New Jersey Moves Toward Legalizing Medical Murder. Quebec Does the Deal.

New Jersey Moves Toward Legalizing Medical Murder. Quebec Does the Deal. June 6, 2014

New Jersey’s assembly advanced a bill Thursday that would allow doctors to prescribe killer drugs to their patients.

Arguments surrounding the bill seem to be focused on the language of the bill and what kind of “safeguards” it has in it.


The bill allows doctors to prescribe death-dealing drugs to their patients for the express purpose of killing the patient.

I ask again, safeguards?

Laws like this remove the “safeguards” on medical killing for all of us. There are no “safeguards” for legalized medical murder. The fact that the discussion is all about what “safeguards” there are in this law, rather than the fact that the idea itself is dastardly, reflects how far the New Jersey assembly — and the rest of us along with it — has fallen.

Five states allow doctors to kill their patients. You can call it “death with dignity” or “euthanasia” or a “final solution.” It is legalized medical murder. They are: Oregon, Washington, Montana, Vermont and New Mexico. New Mexico’s courts allowed euthanasia with a stroke of judicial law-making.

At the same time that New Jersey was voting to allow docs to put its citizens down, Quebec’s National Assembly voted to legalize euthanasia. The noise coming out of that vote was all back-slapping self-congratulation.

“I want to congratulate ourselves as parliamentarians,” PQ MNA Carole Poirier said, “… Quebec has just shown that we are a really, really different story.”

“I think we have before us today, with the adoption of this law, an example of all Quebec society is capable of,” said PQ MNA Veronique Hivon.

Considering that these two elected officials had just voted to allow the legal murder of their own citizens, all I can add is that they are absolutely correct. This vote certainly did show what the government of Quebec — and every other evil government — is capable of.


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4 responses to “New Jersey Moves Toward Legalizing Medical Murder. Quebec Does the Deal.”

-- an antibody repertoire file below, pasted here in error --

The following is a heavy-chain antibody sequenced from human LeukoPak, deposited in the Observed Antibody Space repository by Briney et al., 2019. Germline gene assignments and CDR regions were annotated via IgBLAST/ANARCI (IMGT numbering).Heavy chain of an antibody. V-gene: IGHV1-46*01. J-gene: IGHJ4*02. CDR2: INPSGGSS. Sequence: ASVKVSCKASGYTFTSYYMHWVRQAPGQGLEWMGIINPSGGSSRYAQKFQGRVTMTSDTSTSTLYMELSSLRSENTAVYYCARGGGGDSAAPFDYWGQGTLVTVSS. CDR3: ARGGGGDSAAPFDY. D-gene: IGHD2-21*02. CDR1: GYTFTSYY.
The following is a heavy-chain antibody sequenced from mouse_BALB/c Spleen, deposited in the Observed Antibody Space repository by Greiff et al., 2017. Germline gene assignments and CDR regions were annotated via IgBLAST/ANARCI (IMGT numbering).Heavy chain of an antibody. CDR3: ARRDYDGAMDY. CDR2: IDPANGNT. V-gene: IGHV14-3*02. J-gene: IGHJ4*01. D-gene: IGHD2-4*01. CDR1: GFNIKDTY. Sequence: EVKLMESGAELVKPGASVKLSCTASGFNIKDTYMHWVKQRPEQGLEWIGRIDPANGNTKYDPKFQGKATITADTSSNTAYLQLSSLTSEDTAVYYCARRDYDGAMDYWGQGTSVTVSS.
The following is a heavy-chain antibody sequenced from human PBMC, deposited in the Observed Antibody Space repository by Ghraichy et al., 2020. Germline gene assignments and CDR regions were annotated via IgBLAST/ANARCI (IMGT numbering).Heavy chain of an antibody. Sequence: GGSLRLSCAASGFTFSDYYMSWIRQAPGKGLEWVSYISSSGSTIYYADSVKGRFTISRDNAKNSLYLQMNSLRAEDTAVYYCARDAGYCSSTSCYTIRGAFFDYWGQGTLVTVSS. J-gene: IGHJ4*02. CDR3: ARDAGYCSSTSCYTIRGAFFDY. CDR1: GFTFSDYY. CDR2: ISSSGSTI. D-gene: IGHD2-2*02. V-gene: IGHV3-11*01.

1. Most striking to me is that the claim is being made that Quebec is “different” and “mature” and “beautiful” for making this decision. There is nothing unique and forward thinking about the devaluation of human life. It’s been the standard practice of humanity for most of our history, and what is promoted as a step forward is really a step backward, only “progressives” don’t realize it because you have to look so far back in our history that most people simply don’t understand.

  2. I find nothing to be celebrated in this- and I agree. Oregon has proven that safeguards are a total joke.

    In other news, have you seen #7 of Leah’s 7 quick takes for Friday? Might be useful for momma.

  3. It’s absolutely sick. This is the new pet project for progressives now that they have essentially gotten their gay marriage laws through. Though I don’t know for sure, my guess is that Gov Christie would not sign this law. But he will not be there forever. Progressives never give up, and so they will eventually get this passed.

  4. This is a relatively rare case where I am in 100% agreement with Representative Hamilton. When we start authorizing doctors to kill their patients, no matter how benign the intent may be, we’ve crossed a line.

    In my capacity as Delegate of the Bishop of Valleyfield to the lay pastoral team of Saint-Joseph-de-Soulanges parish, I wrote to my Member of the National Assembly (MNA), Lucie Charlebois, who represents Soulanges, asking her to vote against the bill. I’m very pleased to report that she was among the approximately 20 MNAs, all of them members of the ruling Liberal Party of Québec, who voted against their own party to oppose the bill. I actually expected Mme Charlebois to oppose the legislation, as she is a former warden of Notre-Dame-des-champs parish in my diocese, but I wanted to be on record.

    My major concern with this law is not just the fact that it legalizes the killing of patients by their doctors, but the extreme danger that vulnerable people will be manipulated into acquiescing to their own suicides. This is where safeguards come in, but they won’t always be adequate.

    On Radio-Canada (the French network of the CBC), the religion programme Second Regard did an excellent report on the impact 10 years later of a similar law in Belgium (if you understand French, you can view it online here). The key issue raised was that it is all too likely that a seriously ill person, especially an elderly one, may come to feel an obligation to cease being a burden on his or her family.

    One of the primary opponents of the Québec euthanasia law has been Dr. Balfour Mount, who founded the palliative care unit of Montréal’s Royal Victoria Hospital. He has strongly maintained that with proper hospice care to alleviate patients’ suffering, there is no need for legalized euthanasia.

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